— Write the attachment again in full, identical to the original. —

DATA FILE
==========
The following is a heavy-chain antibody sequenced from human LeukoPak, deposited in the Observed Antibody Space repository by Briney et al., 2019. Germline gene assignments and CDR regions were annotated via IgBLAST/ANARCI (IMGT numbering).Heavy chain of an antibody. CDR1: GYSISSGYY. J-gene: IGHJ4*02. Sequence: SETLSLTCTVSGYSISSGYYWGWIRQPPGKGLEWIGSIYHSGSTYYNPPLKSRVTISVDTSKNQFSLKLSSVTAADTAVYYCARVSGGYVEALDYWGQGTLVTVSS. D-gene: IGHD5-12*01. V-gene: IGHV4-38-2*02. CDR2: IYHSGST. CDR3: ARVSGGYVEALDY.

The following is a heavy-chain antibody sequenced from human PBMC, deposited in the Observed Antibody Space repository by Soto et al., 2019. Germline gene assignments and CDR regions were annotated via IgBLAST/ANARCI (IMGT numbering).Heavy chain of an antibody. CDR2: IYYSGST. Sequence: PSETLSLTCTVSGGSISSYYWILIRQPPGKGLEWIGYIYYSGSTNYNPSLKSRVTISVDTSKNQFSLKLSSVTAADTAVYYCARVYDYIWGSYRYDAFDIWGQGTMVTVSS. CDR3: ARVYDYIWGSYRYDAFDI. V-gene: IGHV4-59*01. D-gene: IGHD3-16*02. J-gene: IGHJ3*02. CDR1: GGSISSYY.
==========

The following is a heavy-chain antibody sequenced from human LeukoPak, deposited in the Observed Antibody Space repository by Briney et al., 2019. Germline gene assignments and CDR regions were annotated via IgBLAST/ANARCI (IMGT numbering).Heavy chain of an antibody. CDR1: GYSISSGYY. J-gene: IGHJ4*02. Sequence: SETLSLTCTVSGYSISSGYYWGWIRQPPGKGLEWIGSIYHSGSTYYNPPLKSRVTISVDTSKNQFSLKLSSVTAADTAVYYCARVSGGYVEALDYWGQGTLVTVSS. D-gene: IGHD5-12*01. V-gene: IGHV4-38-2*02. CDR2: IYHSGST. CDR3: ARVSGGYVEALDY.

The following is a heavy-chain antibody sequenced from human PBMC, deposited in the Observed Antibody Space repository by Soto et al., 2019. Germline gene assignments and CDR regions were annotated via IgBLAST/ANARCI (IMGT numbering).Heavy chain of an antibody. CDR2: IYYSGST. Sequence: PSETLSLTCTVSGGSISSYYWILIRQPPGKGLEWIGYIYYSGSTNYNPSLKSRVTISVDTSKNQFSLKLSSVTAADTAVYYCARVYDYIWGSYRYDAFDIWGQGTMVTVSS. CDR3: ARVYDYIWGSYRYDAFDI. V-gene: IGHV4-59*01. D-gene: IGHD3-16*02. J-gene: IGHJ3*02. CDR1: GGSISSYY.